The lifestyle of a truck driver is more like the military than anything the average American can relate to. While we do not have dispatch, even with planning our own loads, it is still “hurry up and wait.” Shippers and receivers demand certain schedules, then take all day to load and unload. All day is not an exaggeration. Finding good paying loads is very difficult and time consuming. Maintaining good relationships with your company, agents, brokers, shippers and receivers is like maintaining a good relationship with a drill sergeant; next to impossible, but try as hard as you can.

The biggest expense, like all Americans, is taxes. Twenty years ago I used to see signs on truck trailers that said, “This truck paid $28,000 in taxes last year.” It has more than doubled. It might have ever tripled. A basic license plate (base plate) is $1,650 to run 48 states and Canada. The IRS has a separate HUT (heavy use tax) of $550. The various other permits before you can even get on the road for the first time total around $750. A CDL with HAZMAT is around $160 (varies by state). Some trips (all trips if you are oversize) require permits for that trip. There is a per mile tax for each mile you drive. There are fuel taxes, property taxes and taxes I am sure I have forgotten about.

Fuel is the next biggest expense. Truck, not including trailer, expenses are averaging around $2,600 per month. This includes payment, lease or purchase, and repairs. A set of 10 tires, 8 drive and 2 steer, will cost at least $4,000 dollars. They can easily cost more. Some own their own trailers and must figure those expenses as well.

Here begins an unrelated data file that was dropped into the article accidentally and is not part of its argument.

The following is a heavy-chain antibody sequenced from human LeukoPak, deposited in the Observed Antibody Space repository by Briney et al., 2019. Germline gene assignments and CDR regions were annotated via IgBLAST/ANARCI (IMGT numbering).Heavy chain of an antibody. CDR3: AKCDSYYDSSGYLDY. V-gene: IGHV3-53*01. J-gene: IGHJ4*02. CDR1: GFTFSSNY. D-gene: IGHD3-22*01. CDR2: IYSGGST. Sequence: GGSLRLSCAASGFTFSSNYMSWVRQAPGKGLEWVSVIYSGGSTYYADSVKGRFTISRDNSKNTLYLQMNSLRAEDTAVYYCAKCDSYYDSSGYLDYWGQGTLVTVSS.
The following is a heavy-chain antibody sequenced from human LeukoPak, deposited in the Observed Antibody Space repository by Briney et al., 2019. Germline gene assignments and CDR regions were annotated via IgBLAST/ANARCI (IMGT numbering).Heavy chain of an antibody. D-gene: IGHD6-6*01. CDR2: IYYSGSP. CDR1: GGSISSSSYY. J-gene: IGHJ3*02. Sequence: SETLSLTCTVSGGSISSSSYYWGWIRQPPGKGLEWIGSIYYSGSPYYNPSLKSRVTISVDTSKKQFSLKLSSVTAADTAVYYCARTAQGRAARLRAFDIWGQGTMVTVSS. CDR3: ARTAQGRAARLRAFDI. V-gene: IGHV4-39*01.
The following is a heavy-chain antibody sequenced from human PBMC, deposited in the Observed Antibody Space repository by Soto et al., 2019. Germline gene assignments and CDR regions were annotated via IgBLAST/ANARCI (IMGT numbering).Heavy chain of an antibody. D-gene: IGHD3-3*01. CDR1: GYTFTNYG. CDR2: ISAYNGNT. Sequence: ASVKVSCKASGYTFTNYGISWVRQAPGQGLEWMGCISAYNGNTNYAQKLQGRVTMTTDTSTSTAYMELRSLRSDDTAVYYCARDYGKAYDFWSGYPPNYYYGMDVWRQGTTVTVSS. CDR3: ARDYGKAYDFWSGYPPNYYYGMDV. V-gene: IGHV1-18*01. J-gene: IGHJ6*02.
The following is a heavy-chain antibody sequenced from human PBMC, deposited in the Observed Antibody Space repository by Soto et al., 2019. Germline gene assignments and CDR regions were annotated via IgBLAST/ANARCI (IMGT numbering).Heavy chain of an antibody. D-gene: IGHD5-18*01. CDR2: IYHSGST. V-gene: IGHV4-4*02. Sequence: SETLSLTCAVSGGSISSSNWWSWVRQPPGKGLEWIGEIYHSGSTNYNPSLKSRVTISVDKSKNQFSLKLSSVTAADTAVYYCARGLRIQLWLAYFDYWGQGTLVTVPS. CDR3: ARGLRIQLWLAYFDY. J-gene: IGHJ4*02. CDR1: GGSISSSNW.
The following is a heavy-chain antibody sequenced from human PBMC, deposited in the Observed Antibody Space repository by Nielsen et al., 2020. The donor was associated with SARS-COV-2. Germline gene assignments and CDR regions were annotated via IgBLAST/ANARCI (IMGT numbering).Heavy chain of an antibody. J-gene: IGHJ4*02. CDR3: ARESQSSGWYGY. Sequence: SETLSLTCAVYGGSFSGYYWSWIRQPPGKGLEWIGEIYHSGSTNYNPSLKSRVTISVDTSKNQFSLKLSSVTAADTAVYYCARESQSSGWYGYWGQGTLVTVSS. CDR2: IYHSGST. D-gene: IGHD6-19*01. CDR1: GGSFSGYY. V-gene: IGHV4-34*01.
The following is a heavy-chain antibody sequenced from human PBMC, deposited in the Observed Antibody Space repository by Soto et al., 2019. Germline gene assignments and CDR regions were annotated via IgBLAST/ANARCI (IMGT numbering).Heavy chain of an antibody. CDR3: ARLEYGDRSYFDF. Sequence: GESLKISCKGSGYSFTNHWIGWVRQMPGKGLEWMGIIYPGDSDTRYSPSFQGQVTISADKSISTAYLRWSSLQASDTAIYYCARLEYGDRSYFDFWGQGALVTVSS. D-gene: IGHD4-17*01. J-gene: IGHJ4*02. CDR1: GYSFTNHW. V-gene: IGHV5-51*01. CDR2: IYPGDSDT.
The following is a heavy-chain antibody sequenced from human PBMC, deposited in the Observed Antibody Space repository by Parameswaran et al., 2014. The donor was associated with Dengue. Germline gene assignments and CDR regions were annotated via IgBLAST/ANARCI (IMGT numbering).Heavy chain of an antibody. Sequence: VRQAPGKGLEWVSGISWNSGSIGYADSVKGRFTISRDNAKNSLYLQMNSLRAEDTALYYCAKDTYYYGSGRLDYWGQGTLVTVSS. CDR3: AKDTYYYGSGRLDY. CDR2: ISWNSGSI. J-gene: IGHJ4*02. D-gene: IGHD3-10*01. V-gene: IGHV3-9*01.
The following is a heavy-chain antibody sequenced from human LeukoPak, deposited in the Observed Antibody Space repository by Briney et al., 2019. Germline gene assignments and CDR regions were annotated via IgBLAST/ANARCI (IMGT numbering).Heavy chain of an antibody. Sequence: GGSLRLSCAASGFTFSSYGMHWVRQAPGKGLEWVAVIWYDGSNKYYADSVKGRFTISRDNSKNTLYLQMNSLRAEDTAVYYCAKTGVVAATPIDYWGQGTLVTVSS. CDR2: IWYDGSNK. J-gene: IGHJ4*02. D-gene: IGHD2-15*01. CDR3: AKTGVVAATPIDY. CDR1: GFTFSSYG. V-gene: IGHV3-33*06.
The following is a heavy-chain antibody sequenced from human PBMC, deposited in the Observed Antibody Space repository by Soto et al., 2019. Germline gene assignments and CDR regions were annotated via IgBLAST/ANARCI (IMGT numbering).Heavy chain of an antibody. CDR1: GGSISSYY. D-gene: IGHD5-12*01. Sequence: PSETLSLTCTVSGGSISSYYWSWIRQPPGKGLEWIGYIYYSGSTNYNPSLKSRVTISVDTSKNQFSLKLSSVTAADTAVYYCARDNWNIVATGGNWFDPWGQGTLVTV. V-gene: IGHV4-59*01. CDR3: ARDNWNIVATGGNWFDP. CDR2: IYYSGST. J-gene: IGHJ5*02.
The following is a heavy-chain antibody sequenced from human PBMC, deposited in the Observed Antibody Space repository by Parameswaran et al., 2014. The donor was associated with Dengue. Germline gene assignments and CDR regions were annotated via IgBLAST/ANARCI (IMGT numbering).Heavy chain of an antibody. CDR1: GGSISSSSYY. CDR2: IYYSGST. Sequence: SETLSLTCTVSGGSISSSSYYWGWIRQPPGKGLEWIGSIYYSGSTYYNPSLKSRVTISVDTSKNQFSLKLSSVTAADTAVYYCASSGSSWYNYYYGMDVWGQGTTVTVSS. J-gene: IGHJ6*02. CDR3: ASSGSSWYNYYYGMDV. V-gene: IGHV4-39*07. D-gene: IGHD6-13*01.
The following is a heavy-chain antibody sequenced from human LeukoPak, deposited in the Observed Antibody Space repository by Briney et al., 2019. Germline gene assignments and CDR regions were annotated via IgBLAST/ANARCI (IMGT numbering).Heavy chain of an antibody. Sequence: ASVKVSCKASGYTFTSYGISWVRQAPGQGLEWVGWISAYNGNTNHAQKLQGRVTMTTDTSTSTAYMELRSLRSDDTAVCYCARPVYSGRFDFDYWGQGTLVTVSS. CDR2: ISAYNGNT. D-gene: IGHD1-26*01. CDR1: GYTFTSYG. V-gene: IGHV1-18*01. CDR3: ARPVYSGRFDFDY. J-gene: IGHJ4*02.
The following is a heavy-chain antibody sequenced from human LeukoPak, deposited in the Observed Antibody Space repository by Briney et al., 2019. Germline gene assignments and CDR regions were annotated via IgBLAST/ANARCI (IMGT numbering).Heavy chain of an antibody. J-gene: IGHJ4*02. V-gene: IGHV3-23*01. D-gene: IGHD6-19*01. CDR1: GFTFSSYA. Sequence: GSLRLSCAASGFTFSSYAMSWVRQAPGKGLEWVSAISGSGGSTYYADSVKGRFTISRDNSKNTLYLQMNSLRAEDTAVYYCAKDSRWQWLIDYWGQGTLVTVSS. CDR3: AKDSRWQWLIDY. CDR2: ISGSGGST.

Last year we “earned” $168,000. The money left over to pay bills with after expenses, including taxes, was just over $8,000. It is no wonder that people are leaving the O/O business at a rate of 15,000 per month.

One parting issue: We plan our trips based on where we will park. Finding a parking place can be the most difficult part of a trip. Some places, such as the IN, OH, PA turnpike system, have adequate parking every 30-45 miles. That is rare. Major cities, such as LA, Dallas, SF, Chicago, NY, Boston, Atlanta want the goods trucks bring but make parking impossible. Chicago and NYC have made even being in the city on the wrong streets a crime. This is increasingly common.

So if we tell one of you that we cannot find a place to park or that we cannot leave the truck unguarded, we are not saying that we do not like you. We are simply being honest. Just imagine if someone could steal almost everything you owned simply by driving your house away. Imagine what you think of as a huge parking lot for your favorite restaurant or mall with signs and barriers at every entrance with a big red circle and slash over a picture of a truck. That’s our transportation, our living space, our lives, prohibited from enjoying what you’ve invited us to or suggested we try.